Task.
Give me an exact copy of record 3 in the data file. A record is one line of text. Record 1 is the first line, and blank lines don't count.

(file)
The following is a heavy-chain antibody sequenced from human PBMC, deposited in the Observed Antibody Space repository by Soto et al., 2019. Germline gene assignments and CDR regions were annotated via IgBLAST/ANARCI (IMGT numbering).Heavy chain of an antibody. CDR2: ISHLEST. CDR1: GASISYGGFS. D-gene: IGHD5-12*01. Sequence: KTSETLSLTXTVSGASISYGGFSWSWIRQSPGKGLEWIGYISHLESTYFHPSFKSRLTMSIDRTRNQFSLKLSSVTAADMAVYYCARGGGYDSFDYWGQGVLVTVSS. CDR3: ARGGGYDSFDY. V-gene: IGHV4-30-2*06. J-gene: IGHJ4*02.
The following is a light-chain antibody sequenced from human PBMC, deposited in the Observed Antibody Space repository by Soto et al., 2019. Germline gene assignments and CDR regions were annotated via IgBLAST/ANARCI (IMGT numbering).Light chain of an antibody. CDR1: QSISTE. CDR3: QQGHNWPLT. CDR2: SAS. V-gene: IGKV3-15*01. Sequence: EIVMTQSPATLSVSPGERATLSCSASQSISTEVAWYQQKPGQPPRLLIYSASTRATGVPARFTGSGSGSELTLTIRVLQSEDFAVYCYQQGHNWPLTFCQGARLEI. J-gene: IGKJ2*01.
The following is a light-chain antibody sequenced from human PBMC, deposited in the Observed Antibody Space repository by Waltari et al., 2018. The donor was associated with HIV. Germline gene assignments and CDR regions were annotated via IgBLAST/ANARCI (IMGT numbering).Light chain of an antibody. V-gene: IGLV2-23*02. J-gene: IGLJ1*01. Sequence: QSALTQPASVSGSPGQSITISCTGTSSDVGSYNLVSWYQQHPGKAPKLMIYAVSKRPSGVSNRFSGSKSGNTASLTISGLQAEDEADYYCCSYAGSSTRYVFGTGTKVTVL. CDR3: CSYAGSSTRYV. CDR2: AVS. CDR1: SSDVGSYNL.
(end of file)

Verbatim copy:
The following is a light-chain antibody sequenced from human PBMC, deposited in the Observed Antibody Space repository by Waltari et al., 2018. The donor was associated with HIV. Germline gene assignments and CDR regions were annotated via IgBLAST/ANARCI (IMGT numbering).Light chain of an antibody. V-gene: IGLV2-23*02. J-gene: IGLJ1*01. Sequence: QSALTQPASVSGSPGQSITISCTGTSSDVGSYNLVSWYQQHPGKAPKLMIYAVSKRPSGVSNRFSGSKSGNTASLTISGLQAEDEADYYCCSYAGSSTRYVFGTGTKVTVL. CDR3: CSYAGSSTRYV. CDR2: AVS. CDR1: SSDVGSYNL.